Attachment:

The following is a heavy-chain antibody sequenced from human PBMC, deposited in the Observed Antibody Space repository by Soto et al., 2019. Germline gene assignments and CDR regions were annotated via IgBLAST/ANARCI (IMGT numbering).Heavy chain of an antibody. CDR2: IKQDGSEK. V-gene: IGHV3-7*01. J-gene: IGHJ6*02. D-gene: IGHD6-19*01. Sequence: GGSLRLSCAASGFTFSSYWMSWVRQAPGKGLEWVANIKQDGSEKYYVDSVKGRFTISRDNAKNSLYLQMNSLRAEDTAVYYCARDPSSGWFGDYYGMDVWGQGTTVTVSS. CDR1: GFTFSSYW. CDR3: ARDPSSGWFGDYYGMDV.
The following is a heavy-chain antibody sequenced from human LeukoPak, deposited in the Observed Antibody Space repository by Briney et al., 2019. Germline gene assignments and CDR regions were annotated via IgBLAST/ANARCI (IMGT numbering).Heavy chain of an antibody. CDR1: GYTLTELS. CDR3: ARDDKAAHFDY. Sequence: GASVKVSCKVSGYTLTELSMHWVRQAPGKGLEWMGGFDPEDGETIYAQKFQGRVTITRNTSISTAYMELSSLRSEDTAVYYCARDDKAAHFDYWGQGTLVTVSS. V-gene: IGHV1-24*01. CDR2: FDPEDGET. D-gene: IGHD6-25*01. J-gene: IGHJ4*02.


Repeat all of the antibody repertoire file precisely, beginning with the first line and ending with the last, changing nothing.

The following is a heavy-chain antibody sequenced from human PBMC, deposited in the Observed Antibody Space repository by Soto et al., 2019. Germline gene assignments and CDR regions were annotated via IgBLAST/ANARCI (IMGT numbering).Heavy chain of an antibody. CDR2: IKQDGSEK. V-gene: IGHV3-7*01. J-gene: IGHJ6*02. D-gene: IGHD6-19*01. Sequence: GGSLRLSCAASGFTFSSYWMSWVRQAPGKGLEWVANIKQDGSEKYYVDSVKGRFTISRDNAKNSLYLQMNSLRAEDTAVYYCARDPSSGWFGDYYGMDVWGQGTTVTVSS. CDR1: GFTFSSYW. CDR3: ARDPSSGWFGDYYGMDV.
The following is a heavy-chain antibody sequenced from human LeukoPak, deposited in the Observed Antibody Space repository by Briney et al., 2019. Germline gene assignments and CDR regions were annotated via IgBLAST/ANARCI (IMGT numbering).Heavy chain of an antibody. CDR1: GYTLTELS. CDR3: ARDDKAAHFDY. Sequence: GASVKVSCKVSGYTLTELSMHWVRQAPGKGLEWMGGFDPEDGETIYAQKFQGRVTITRNTSISTAYMELSSLRSEDTAVYYCARDDKAAHFDYWGQGTLVTVSS. V-gene: IGHV1-24*01. CDR2: FDPEDGET. D-gene: IGHD6-25*01. J-gene: IGHJ4*02.